During the Civil War the Gordons speculated in US bonds, which rose and fell when the Union won or lost battles. Lawrence Gordon installed a telegraph wire in his office over which he personally received up-to-the-minute accounts from General Grant’s private telegrapher. He often knew results of battles before President Lincoln did. The Battle of the Wilderness, with about 50,000 casualties, netted him a cool million. He made a quarter million off Cold Harbor, where those who died had pinned their names and addresses to their shirts before the battle. His son, Joseph Gordon III, never had to pin his name to his shirt. Early in the war his father had written to him, in a letter that crystallized both of the family’s gifts, “In time you will understand and believe that a man may be a patriot without risking his own life or sacrificing his health. There are plenty of other lives less valuable.” Soon after, young Joseph developed fainting spells.

The family gifts did not end with the Civil War. Strikebreaking, land fraud, child labor: through the nineteenth and twentieth centuries, if there was money to be made, the Gordons were there. This was not to say the Gordons had no conscience, nor even that their collective conscience had been erased by money, power, or any other strong anesthetic, because to do so would be to suggest that on some level the Gordons perceived their actions as wrong. They did not. Just as increased prosperity for slaveowners meant better living conditions for slaves, and just as a certain amount of control over slaveholder profits provided the Gordons with leverage to ameliorate the worst of slaveholder excesses—both of which were, after all, the real reasons the Gordons entered the lucrative business of transporting cotton—so too all of the Gordon family’s economic activities were ultimately beneficial to all concerned, if only one had the right perspective. And the Gordons, generation after generation, always had the right perspective. Take child labor. In the late 1870s Joseph Gordon III, who, with the war safely over, no longer suffered fainting spells, commented, “The most beautiful sight that we see is the child at labor. As early as he may be set at labor the more beautiful, the more useful does his life get to be.” Thus did the Gordons share their gifts.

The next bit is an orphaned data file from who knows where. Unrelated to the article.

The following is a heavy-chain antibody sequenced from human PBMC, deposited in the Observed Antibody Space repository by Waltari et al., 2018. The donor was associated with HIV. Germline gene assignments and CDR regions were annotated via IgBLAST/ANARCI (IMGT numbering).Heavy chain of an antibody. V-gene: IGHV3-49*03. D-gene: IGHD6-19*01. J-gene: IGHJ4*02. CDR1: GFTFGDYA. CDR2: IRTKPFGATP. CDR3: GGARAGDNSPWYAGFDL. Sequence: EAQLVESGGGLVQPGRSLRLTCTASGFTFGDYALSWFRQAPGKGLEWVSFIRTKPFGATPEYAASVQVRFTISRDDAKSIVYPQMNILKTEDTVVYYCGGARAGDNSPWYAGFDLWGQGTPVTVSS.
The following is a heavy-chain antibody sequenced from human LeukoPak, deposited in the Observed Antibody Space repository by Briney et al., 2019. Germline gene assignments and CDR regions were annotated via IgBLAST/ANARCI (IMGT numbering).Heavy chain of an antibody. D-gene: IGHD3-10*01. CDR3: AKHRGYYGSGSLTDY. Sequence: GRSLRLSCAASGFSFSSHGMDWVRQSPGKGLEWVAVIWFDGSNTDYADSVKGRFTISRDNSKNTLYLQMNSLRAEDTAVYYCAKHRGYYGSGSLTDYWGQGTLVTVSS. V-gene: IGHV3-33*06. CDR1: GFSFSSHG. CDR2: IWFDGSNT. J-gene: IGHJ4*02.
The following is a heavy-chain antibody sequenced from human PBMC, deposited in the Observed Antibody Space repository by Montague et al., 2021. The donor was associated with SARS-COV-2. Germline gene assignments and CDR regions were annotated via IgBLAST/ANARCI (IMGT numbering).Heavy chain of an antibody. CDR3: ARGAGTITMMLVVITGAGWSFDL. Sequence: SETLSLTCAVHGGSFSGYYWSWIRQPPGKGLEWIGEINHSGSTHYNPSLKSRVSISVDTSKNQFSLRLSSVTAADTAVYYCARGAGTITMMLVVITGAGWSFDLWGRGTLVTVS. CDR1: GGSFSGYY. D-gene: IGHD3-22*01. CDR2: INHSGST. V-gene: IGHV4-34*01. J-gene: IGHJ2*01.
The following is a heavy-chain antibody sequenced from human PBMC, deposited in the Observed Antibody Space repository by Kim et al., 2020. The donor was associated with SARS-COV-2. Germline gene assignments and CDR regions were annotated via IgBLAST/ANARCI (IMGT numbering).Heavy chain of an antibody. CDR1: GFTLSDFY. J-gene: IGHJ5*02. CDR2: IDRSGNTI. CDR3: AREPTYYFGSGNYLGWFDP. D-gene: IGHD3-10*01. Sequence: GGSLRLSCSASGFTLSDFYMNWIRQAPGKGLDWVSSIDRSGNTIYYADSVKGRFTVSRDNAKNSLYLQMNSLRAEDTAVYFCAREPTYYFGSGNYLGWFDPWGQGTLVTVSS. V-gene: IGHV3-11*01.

The family continued to share these gifts by investing in armaments during the First World War, German ball-bearing plants in World War II, and oil exploration in South America and Nigeria in the 1980s and 1990s. And, of course, by investing in chemical refineries in American inner cities.

Larry Gordon IV, CEO and primary owner of Vexcorp, is by all accounts a good man. He is a Christian. He loves his wife and dotes on his children. He has never struck anyone in anger. He does not drink. He does not smoke. He is an outspoken advocate of affirmative action, and his companies were among the first to offer full benefits to the partners of homosexual employees. He contributes heavily to both the Sierra Club and Audubon. He is liked by nearly all who know him, and lionized by many who don’t. Larry Gordon is a good man.